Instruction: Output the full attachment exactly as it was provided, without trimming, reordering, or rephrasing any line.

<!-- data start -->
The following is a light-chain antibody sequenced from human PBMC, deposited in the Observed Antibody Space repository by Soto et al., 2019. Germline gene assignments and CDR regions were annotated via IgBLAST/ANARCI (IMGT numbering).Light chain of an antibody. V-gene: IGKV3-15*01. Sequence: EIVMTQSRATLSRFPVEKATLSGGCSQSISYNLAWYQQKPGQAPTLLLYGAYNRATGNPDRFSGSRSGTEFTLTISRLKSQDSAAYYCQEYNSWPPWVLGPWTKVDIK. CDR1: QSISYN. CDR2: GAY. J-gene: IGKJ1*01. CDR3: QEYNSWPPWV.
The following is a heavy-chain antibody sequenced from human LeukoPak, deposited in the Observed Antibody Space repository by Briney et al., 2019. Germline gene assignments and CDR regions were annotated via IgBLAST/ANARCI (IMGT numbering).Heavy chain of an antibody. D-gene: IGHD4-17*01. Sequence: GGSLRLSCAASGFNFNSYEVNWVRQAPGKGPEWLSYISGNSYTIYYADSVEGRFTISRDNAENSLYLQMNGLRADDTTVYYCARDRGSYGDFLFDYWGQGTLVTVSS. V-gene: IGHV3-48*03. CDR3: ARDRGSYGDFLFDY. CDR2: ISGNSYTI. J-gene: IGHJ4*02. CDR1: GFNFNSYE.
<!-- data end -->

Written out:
The following is a light-chain antibody sequenced from human PBMC, deposited in the Observed Antibody Space repository by Soto et al., 2019. Germline gene assignments and CDR regions were annotated via IgBLAST/ANARCI (IMGT numbering).Light chain of an antibody. V-gene: IGKV3-15*01. Sequence: EIVMTQSRATLSRFPVEKATLSGGCSQSISYNLAWYQQKPGQAPTLLLYGAYNRATGNPDRFSGSRSGTEFTLTISRLKSQDSAAYYCQEYNSWPPWVLGPWTKVDIK. CDR1: QSISYN. CDR2: GAY. J-gene: IGKJ1*01. CDR3: QEYNSWPPWV.
The following is a heavy-chain antibody sequenced from human LeukoPak, deposited in the Observed Antibody Space repository by Briney et al., 2019. Germline gene assignments and CDR regions were annotated via IgBLAST/ANARCI (IMGT numbering).Heavy chain of an antibody. D-gene: IGHD4-17*01. Sequence: GGSLRLSCAASGFNFNSYEVNWVRQAPGKGPEWLSYISGNSYTIYYADSVEGRFTISRDNAENSLYLQMNGLRADDTTVYYCARDRGSYGDFLFDYWGQGTLVTVSS. V-gene: IGHV3-48*03. CDR3: ARDRGSYGDFLFDY. CDR2: ISGNSYTI. J-gene: IGHJ4*02. CDR1: GFNFNSYE.